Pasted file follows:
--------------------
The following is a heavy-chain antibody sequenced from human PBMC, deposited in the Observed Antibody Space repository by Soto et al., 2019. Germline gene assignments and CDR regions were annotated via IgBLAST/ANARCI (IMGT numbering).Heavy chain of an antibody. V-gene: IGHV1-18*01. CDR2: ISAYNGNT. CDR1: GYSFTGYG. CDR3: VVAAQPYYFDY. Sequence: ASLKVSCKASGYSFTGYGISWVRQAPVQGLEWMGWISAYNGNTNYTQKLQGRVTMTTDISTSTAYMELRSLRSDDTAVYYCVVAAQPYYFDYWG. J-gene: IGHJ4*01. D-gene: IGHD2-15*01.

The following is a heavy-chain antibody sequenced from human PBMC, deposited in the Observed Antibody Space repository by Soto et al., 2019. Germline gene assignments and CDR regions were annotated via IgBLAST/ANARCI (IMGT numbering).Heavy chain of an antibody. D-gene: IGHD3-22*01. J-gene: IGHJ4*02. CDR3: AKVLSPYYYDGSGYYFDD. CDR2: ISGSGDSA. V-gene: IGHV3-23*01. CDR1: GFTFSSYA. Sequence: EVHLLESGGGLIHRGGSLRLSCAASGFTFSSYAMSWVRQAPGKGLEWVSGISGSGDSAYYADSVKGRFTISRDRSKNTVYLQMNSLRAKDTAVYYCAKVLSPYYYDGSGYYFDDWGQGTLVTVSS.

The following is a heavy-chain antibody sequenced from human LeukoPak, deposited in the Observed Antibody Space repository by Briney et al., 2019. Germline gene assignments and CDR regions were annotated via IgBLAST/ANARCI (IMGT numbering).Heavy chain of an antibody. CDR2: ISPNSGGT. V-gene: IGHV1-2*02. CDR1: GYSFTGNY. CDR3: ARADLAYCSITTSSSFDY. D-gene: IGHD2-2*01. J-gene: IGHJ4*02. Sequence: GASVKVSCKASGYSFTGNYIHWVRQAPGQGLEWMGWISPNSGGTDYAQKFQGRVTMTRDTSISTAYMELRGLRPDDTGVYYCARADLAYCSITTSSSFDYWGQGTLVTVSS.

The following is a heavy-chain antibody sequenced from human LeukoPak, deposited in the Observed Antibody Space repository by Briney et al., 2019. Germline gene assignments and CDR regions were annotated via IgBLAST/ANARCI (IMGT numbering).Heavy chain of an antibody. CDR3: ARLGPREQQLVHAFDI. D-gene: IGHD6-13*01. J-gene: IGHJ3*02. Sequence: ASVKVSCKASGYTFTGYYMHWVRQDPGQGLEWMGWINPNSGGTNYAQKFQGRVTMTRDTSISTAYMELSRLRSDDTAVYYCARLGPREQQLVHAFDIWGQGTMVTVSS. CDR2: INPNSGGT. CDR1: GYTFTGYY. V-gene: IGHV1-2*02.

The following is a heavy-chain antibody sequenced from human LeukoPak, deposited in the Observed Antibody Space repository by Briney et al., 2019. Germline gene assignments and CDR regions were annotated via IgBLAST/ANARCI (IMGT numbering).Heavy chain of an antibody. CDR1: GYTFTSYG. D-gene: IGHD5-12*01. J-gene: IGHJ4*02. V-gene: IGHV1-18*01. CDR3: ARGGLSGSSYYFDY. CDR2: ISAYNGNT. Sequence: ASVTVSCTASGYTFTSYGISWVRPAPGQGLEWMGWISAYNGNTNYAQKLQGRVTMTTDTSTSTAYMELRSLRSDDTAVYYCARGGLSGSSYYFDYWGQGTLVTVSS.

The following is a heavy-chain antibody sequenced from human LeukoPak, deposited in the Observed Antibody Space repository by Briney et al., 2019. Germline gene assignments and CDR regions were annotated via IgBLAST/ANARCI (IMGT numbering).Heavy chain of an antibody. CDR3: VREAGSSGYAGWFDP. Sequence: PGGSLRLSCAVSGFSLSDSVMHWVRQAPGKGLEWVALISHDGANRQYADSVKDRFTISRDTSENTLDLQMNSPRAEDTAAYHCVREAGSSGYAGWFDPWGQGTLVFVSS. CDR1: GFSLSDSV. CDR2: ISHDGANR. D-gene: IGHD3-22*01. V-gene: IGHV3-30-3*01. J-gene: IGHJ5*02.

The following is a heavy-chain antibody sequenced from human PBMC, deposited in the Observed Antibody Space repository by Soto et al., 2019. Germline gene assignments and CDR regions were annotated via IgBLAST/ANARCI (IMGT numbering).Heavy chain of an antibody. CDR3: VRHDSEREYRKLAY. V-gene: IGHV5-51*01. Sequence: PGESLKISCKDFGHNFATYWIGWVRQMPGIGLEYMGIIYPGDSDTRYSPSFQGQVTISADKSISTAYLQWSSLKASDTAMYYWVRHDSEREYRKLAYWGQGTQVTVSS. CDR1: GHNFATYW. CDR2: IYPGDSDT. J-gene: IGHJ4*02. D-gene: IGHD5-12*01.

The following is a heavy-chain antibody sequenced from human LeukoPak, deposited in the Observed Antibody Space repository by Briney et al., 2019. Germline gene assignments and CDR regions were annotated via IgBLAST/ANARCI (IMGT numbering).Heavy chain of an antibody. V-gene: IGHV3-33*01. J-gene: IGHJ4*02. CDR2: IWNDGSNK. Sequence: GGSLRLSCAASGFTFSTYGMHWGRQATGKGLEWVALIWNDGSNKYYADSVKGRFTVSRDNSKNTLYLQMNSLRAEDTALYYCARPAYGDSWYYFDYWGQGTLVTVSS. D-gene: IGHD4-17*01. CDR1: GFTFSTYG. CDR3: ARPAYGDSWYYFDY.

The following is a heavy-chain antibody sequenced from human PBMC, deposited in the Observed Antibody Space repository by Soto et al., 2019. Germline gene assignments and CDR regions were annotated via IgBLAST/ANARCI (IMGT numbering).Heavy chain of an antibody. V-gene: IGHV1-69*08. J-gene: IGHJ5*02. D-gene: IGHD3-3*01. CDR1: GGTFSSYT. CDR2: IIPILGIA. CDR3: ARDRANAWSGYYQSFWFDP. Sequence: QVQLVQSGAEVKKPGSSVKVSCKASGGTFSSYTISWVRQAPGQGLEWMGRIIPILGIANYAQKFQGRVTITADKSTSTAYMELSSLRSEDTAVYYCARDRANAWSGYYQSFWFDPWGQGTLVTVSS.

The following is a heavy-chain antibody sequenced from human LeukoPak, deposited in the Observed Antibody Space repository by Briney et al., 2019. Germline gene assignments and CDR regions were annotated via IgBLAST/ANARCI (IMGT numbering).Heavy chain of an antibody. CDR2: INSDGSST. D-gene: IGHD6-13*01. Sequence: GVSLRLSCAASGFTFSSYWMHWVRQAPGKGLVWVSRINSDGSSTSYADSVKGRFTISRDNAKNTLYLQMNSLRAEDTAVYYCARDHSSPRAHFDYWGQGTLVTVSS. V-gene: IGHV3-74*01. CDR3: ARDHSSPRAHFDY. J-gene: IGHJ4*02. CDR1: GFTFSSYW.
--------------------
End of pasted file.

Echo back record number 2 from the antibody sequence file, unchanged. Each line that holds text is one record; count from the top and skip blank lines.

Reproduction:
The following is a heavy-chain antibody sequenced from human PBMC, deposited in the Observed Antibody Space repository by Soto et al., 2019. Germline gene assignments and CDR regions were annotated via IgBLAST/ANARCI (IMGT numbering).Heavy chain of an antibody. D-gene: IGHD3-22*01. J-gene: IGHJ4*02. CDR3: AKVLSPYYYDGSGYYFDD. CDR2: ISGSGDSA. V-gene: IGHV3-23*01. CDR1: GFTFSSYA. Sequence: EVHLLESGGGLIHRGGSLRLSCAASGFTFSSYAMSWVRQAPGKGLEWVSGISGSGDSAYYADSVKGRFTISRDRSKNTVYLQMNSLRAKDTAVYYCAKVLSPYYYDGSGYYFDDWGQGTLVTVSS.